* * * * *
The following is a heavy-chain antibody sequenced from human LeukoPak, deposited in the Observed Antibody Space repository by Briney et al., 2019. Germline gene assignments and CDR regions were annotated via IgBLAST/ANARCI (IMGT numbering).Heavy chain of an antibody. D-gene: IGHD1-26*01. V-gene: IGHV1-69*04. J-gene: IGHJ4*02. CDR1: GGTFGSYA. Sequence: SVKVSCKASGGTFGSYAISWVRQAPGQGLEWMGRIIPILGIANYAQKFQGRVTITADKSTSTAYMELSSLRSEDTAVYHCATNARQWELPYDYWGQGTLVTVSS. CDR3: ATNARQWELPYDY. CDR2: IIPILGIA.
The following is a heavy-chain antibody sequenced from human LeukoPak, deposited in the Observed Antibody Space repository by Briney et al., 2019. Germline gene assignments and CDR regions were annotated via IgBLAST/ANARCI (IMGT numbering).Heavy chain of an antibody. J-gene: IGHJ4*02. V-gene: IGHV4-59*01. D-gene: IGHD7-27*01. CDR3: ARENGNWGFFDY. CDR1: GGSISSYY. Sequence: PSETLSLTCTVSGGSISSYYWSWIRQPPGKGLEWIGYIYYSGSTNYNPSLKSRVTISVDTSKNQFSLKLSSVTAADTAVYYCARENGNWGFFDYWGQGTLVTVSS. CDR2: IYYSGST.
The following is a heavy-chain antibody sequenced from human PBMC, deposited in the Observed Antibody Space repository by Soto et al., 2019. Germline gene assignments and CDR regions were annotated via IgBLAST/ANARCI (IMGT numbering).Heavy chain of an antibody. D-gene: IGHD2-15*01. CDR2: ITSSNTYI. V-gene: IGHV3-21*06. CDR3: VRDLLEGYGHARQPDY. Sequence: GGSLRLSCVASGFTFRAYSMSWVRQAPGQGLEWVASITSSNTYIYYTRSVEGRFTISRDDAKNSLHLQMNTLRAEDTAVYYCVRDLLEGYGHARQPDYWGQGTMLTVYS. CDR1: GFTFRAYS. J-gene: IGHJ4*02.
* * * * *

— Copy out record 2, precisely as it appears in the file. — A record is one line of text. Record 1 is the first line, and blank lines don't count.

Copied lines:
The following is a heavy-chain antibody sequenced from human LeukoPak, deposited in the Observed Antibody Space repository by Briney et al., 2019. Germline gene assignments and CDR regions were annotated via IgBLAST/ANARCI (IMGT numbering).Heavy chain of an antibody. J-gene: IGHJ4*02. V-gene: IGHV4-59*01. D-gene: IGHD7-27*01. CDR3: ARENGNWGFFDY. CDR1: GGSISSYY. Sequence: PSETLSLTCTVSGGSISSYYWSWIRQPPGKGLEWIGYIYYSGSTNYNPSLKSRVTISVDTSKNQFSLKLSSVTAADTAVYYCARENGNWGFFDYWGQGTLVTVSS. CDR2: IYYSGST.